You hesitate at the edge of the sheer cliff face, peer into the depths, then commit to a slow, gliding descent. A colorful patch of coral catches your eye. You arrest your controlled free fall with the touch of a button and hover weightless, suspended against a massive coral wall a mile above the ocean floor.
The Cayman Islands have earned a reputation not only as the Caribbean's premier dive destination, but also as one of the world's best locations for wall diving.
Indeed, these three small islands are actually the tips of underwater mountains that rise up from the abyssal plain, thousands of feet below. Nourished by clear ocean water, these undersea ramparts are covered in a rich carpet of life. They also offer some of the consistently best underwater visibility in the Caribbean.
A line of vertical walls of spectacular beauty rings each of the three Islands -- Grand Cayman, Little Cayman and Cayman Brac. With more than 100 named wall-diving sites, these islands offer a tremendous variety of drop-off diving experiences. And, thanks to favorable geography, divers usually can find calm, protected waters regardless of wind and sea conditions.
In addition to walls, Grand Cayman offers a number of unique attractions. One of the most exhilarating is an underwater encounter with spotted eagle rays. These elegant creatures have an extremely long tail and a distinctive pattern of bright spots on the top portion of their bodies.
Sightings are an almost daily occurrence along Grand Cayman's North Wall. Divers often see them cruising along the face of the wall or up in the sand flats above the drop-off.
Grand Cayman is also known for its friendly tarpon. Schools of 10 to 20 of these silvery monarchs can be seen floating in the coral canyons and archways along the island's West Wall, North Wall and East End.
Measuring 3 to 6 feet in length, these great fish are accustomed to the presence of divers and they may allow you to swim quietly to within close-up range for photos and video.
Perhaps the most distinctive undersea phenomenon of Grand Cayman is the congregating stingrays found at several locations within the island's North Sound. At shallow sites such as Stingray City and Sandbar, Southern stingrays cluster in groups of 20 or more, encircling divers in hopes of being fed morsels of squid. The stingrays are extremely friendly and the dive is very safe.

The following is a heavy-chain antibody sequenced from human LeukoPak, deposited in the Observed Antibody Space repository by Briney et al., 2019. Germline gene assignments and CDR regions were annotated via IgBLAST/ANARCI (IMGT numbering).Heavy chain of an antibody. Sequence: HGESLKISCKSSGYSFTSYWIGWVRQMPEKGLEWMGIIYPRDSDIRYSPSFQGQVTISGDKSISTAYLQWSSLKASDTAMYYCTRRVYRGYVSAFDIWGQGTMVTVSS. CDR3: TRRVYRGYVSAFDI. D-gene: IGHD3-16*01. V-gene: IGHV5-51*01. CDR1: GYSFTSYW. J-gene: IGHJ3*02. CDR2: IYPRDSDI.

Located 80 miles west of Grand Cayman is the smaller, more rural island of Cayman Brac. It has a resident population of fewer than 1,000 and the tempo is relaxed and tranquil.
Cayman Brac offers the same high-quality wall diving as Grand Cayman. The main difference is that there are fewer dive boats.
The island is shaped like a string bean and runs east to west. Diving is conducted on either the north or south side, depending on wind direction and wave conditions. As with Grand Cayman, the walls are loaded with sponges, corals, sea fans and a multitude of marine life. Narrow coral canyons are etched into the face of the wall, begging for exploration.
Cayman Brac's best-known dive site is the wreck of a Russian destroyer now called the Keith Tibbetts. Purchased from the Cuban navy and sunk as an underwater attraction, this 330-foot steel hull missile frigate has become a home for a variety of fish life and a resident dolphin inhabits the area. The shipwreck lies in 50 feet of clear water at the edge of the drop-off. It is popular among scuba enthusiasts, underwater photographers and snorkelers alike.
Some 10 miles west of Cayman Brac lies the wilderness isle of Little Cayman. It is the smallest of the three and has a sparse resident population and a limited number of hotels and dive lodges. This undisturbed paradise has avoided commercial expansion and remains a favorite hideaway for divers and vacationing Caymanians.
Much like her sister Cayman Brac, this island is a string bean running east to west. Most of the diving is done on the north side, but there are equally good drop-offs and a shipwreck, the Soto Trader, on the south side.
Little Cayman is legendary among divers for a remarkable stretch along its northern shore known as Bloody Bay Wall. With a vertical wall profile beginning at 20 feet, it constitutes the shallowest and most vertical wall in the Cayman Islands and possibly the entire Caribbean.
The wall is festooned with brilliant platinum yellow tube sponges, exquisite azure vase sponges and blood red vase and cup sponges. The color of the blood reds is stunning, with subtle shades ranging from strawberry to scarlet red to luscious orange.
Marine life encounters on Little Cayman's walls include schools of horse-eye jacks and rare manta rays.